This is my biggest tip out of them all and it is something that I look to do every time I oversee a musical. Build on it each year so that every year is better in some way than the year before.
There are some very easy and practical ways of doing this. Such as each year you buy a new light or piece of staging. Over the years, the amount of new technology mounts up and each year, we make sure we use them in some way.
Top Tip 5: Give yourself a break!
A lot of schools alternate their school musical with a year off or a play. It can be a tremendous amount of work putting a school production on. It takes an awful lot of money and resources. It’s worthwhile putting them on every other year. You can spend the off year planning for the next major production while you also put on a play
There are also many students who have not taken part in the school musical because they don’t like the singing and dancing side of it. They prefer to act. In that way, offering a play every other year is a gives them something to do as well.
Top Tip 6: Timescale
Opinion is split here and I’ll give you both sides of the coin. Many schools put on their musical as quick as they can. One school casts in June and performs in November! They argue that such a pace reduces a drop out rate.
More typical is that castings done in September with the performances taking place in the Spring. This gives the autumn term to block the performance and the spring term to refine and rehearse it.
Top Tip 7: It’s all in the planning
Once you’ve got your timescale confirmed, the only way forward is to plan as much as you can! Start planning how you want the production to look and feel. Once you’ve got the look and feel of the show you can then start to share that with your colleagues. You can plan how key moments, songs and dances should look like. You can plan how the set should look like. And you can plan how the audience will experience the production. You can plan right down to how you want each scene to look or how to say each line.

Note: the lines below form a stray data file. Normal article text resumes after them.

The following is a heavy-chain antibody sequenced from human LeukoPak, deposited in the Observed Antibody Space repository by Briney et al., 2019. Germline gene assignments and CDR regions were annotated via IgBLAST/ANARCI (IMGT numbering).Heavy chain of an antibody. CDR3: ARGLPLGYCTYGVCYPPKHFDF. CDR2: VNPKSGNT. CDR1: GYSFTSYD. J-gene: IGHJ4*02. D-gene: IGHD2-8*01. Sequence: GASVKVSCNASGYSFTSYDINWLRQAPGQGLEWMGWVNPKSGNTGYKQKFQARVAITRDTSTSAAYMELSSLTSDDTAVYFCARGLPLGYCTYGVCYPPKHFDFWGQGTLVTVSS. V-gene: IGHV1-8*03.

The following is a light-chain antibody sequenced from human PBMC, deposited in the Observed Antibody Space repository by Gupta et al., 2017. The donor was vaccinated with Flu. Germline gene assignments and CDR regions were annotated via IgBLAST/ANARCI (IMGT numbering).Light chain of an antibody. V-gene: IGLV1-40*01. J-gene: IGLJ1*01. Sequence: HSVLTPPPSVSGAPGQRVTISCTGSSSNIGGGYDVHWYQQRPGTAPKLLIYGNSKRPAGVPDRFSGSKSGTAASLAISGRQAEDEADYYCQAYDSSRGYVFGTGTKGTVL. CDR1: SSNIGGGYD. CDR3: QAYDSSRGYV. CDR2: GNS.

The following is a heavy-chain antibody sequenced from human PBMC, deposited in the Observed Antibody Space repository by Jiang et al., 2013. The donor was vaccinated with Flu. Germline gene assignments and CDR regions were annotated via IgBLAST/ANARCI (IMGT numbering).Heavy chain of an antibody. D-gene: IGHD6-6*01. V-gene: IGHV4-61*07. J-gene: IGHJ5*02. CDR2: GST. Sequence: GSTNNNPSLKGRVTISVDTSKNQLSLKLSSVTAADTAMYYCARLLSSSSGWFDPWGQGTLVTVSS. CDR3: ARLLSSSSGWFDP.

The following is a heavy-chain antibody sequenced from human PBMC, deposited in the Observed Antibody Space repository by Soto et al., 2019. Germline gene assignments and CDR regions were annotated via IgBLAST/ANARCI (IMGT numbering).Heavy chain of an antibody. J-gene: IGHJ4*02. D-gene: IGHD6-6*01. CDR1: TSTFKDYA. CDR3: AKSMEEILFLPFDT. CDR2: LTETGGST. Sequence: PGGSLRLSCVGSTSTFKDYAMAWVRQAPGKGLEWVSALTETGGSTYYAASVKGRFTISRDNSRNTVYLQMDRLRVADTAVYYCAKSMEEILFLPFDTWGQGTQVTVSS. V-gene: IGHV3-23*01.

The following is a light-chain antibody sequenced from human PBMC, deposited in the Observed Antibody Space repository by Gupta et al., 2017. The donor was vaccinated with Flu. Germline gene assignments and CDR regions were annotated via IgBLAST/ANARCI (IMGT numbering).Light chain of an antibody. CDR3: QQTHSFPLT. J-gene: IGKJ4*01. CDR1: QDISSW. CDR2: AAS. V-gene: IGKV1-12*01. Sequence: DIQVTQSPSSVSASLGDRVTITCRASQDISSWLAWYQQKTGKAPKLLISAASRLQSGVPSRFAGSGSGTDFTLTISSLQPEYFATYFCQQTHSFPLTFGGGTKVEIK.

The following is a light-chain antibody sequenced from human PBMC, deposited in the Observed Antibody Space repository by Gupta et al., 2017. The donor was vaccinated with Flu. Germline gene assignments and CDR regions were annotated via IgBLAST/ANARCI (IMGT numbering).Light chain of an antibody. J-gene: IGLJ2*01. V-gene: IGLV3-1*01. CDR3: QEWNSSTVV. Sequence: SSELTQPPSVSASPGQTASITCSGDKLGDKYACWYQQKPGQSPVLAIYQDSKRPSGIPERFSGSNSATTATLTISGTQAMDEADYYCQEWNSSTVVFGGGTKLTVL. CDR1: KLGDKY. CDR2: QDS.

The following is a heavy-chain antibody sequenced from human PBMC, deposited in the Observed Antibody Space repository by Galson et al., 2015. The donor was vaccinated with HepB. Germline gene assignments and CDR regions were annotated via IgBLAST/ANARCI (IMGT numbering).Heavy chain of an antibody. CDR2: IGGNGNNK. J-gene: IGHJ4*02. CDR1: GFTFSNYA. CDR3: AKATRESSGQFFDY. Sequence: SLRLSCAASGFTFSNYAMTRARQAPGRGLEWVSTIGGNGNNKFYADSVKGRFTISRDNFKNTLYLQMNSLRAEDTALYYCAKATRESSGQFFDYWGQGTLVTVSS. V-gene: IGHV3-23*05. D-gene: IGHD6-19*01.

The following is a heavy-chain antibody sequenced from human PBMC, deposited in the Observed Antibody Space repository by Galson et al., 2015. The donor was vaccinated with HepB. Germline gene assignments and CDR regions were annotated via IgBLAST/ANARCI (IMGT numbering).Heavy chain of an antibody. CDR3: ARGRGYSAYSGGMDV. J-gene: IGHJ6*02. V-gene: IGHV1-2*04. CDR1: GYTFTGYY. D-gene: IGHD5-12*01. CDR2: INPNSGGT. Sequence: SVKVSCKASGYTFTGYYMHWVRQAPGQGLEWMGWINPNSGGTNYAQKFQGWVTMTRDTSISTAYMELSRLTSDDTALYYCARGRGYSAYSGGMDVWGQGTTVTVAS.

When you plan ahead you gather all the information you need to be proactive in the rehearsal process. You can tell the actors how you’d like to see things performed or you can give a strong brief to the set designer. Everyone will enjoy your planning and it will make the rehearsal process so much easier.
Top Tip 8: Rehearsal Schedules
The clear advice from everyone was to make one and stick to it! Make a rehearsal schedule that goes from day one to the last performance. Then give it to every student and teacher involved in the production on the first day. It makes sure that everyone knows their expectations.
Include in your rehearsal schedule deadlines for learning lines, costume fittings, set design / construction, band rehearsals, stage get in’s. Make sure that you are generous with your time as well. Give over enough time to block and rehearse each scene, dance and song. It is better to be in the position to cancel rehearsals because you’ve finished early than to have to add extra rehearsals.
Another good piece of advice is to rehearse the music and dance separately from the acting.
Top Tip 9: Get some distance.
Finally, and most importantly, remember that it is just a school production. No matter how attached to it you get make sure that you can distance yourself from it now and then. Remember that it will be okay, even if it feels like everything is crumbling down around you.
Make sure that you can go home and get away from it.
So, there are 9 top tips for surviving putting on a school production. If you have any other suggestions of how to survive, then please comment below.